Again, the next day, John stood with two of his disciples. And looking at Jesus as He walked, he said, “Behold the Lamb of God!” The two disciples heard him speak, and they followed Jesus. Then Jesus turned, and seeing them following, said to them, “What do you seek?” They said to Him, “Rabbi” (which is to say, when translated, Teacher), “where are You staying?” He said to them, “Come and see.” They came and saw where He was staying, and remained with Him that day (now it was about the tenth hour). (John 1:35–39)
These two disciples had already recognized their sinful selves before a holy God and were received by John through their confession with baptism; but now John is pointing all to One who, by virtue of the title proclaimed, had a divine mission that transcended John’s ministry. The difficulty was knowing how to engage Jesus, but He began by asking what they were looking for.

Throughout His ministry, Jesus had met and healed many people from various ailments. While many were sent back to their friends and family as a witness, others followed Jesus to assist in whatever might be needed. One of these followers was a woman of little notoriety. All we know of her is her name, hometown, and what Jesus had done for her—Mary Magdalene from whom Jesus had cast out seven demons. Grateful for what had been done, Mary was one of a small group of women who agonized nearby as Jesus was nailed to a cross, died, and buried. Their world had been turned upside-down. To make matters worse, when the women went to the tomb for final burial wrappings, they found it opened with the the body missing. What else could it be but goons sent to desecrate the remains? Then Jesus comes to her.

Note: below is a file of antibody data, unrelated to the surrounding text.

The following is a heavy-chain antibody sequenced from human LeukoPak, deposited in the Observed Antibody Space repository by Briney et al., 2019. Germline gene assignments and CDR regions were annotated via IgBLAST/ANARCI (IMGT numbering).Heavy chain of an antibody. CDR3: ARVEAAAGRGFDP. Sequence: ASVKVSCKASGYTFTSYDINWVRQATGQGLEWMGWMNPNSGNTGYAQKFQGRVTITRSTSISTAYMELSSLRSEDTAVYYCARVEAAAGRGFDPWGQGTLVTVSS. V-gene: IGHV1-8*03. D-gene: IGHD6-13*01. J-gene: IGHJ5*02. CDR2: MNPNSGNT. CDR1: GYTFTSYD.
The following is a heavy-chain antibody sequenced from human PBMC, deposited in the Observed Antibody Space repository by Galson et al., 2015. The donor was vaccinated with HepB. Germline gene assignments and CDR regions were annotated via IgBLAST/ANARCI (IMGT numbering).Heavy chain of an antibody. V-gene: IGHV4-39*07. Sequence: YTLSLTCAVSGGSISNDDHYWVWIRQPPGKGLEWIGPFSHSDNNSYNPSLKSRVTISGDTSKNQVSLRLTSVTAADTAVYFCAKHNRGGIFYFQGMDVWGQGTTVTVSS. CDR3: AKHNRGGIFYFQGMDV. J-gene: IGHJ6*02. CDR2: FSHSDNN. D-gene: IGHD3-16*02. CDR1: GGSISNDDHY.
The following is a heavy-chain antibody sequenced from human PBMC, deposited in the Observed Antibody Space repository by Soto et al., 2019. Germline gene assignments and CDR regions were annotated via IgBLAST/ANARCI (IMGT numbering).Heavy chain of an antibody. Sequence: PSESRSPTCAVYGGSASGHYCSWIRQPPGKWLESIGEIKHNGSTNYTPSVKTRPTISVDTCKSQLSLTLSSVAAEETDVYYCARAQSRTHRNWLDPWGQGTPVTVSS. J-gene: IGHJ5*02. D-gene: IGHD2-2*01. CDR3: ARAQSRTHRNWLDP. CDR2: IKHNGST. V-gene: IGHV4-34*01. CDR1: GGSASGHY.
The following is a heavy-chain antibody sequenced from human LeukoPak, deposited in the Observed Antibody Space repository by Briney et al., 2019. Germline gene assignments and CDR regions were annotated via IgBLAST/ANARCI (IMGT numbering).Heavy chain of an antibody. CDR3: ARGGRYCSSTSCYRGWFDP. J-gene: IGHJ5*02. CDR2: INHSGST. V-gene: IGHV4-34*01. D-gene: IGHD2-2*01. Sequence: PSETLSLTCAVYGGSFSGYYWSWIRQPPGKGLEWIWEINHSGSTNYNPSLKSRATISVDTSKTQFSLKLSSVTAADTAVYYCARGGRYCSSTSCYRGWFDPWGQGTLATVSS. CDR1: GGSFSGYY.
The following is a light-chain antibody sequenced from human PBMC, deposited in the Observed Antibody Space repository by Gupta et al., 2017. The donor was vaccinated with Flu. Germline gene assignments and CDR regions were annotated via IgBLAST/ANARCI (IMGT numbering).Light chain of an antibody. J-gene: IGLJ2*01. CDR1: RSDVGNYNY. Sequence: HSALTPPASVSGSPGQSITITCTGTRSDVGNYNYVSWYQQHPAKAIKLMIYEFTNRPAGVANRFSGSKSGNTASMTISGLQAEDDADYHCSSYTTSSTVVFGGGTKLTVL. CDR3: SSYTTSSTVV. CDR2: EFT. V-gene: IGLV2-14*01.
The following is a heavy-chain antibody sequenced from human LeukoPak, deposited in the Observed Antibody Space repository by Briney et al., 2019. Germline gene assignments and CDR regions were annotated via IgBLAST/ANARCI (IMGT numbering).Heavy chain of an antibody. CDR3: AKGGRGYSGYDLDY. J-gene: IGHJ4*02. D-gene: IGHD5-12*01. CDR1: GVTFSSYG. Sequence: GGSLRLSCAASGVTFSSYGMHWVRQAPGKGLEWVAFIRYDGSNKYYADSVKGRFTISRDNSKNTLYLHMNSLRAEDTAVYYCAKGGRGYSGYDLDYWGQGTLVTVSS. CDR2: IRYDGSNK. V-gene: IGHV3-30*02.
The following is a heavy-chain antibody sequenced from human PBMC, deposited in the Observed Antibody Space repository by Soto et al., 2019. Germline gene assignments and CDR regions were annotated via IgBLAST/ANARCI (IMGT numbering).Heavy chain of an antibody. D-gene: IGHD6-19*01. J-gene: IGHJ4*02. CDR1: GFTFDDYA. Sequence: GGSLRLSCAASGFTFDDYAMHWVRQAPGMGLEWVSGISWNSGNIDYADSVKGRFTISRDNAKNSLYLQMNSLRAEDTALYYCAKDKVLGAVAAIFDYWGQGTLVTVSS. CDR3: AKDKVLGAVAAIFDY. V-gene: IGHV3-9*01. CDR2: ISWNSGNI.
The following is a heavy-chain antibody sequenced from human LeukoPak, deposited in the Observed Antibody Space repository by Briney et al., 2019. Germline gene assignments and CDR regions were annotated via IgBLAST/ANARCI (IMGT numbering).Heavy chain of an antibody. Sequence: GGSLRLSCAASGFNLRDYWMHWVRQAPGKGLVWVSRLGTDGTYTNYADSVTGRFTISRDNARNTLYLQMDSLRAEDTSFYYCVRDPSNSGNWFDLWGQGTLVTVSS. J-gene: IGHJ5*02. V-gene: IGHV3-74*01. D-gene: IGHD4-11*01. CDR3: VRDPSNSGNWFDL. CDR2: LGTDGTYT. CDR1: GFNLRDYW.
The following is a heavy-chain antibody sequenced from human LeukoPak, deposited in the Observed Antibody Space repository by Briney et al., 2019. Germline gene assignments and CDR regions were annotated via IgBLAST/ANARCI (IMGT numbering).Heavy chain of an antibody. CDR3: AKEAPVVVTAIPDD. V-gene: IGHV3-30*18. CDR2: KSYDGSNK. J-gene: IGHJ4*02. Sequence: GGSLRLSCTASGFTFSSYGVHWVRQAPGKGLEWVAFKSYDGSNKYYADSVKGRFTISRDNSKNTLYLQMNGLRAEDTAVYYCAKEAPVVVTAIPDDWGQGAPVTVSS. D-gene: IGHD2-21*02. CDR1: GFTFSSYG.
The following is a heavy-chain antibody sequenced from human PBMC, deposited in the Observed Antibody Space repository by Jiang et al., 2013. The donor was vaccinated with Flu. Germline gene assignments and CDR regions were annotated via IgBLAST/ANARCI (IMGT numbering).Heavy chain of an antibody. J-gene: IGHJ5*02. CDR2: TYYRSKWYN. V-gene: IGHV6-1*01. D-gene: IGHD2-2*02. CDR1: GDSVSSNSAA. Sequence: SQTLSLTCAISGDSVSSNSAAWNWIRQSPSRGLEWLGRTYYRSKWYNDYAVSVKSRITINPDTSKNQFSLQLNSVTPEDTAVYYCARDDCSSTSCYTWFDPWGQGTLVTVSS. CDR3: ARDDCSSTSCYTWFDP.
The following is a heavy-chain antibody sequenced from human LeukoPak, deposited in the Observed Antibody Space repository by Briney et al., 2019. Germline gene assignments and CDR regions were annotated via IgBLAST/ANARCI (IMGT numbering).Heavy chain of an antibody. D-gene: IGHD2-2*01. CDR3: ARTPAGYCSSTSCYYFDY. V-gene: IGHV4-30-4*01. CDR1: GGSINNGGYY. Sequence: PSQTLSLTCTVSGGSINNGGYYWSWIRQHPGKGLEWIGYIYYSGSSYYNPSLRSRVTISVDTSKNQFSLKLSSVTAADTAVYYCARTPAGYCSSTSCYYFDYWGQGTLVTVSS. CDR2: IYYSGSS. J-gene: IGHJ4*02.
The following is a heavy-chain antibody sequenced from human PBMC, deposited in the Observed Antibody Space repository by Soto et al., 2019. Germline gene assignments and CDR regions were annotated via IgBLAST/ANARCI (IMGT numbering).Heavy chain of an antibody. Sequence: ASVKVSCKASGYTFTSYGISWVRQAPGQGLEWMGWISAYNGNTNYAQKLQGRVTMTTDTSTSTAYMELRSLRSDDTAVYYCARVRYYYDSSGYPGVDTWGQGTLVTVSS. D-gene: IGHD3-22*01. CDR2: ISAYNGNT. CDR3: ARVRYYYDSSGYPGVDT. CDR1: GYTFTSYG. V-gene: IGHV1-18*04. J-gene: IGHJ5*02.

But Mary stood outside by the tomb weeping, and as she wept she stooped down and looked into the tomb. And she saw two angels in white sitting, one at the head and the other at the feet, where the body of Jesus had lain. Then they said to her, “Woman, why are you weeping?” She said to them, “Because they have taken away my Lord, and I do not know where they have laid Him.” Now when she had said this, she turned around and saw Jesus standing there, and did not know that it was Jesus. Jesus said to her, “Woman, why are you weeping? Whom are you seeking?” (John 20:11–15)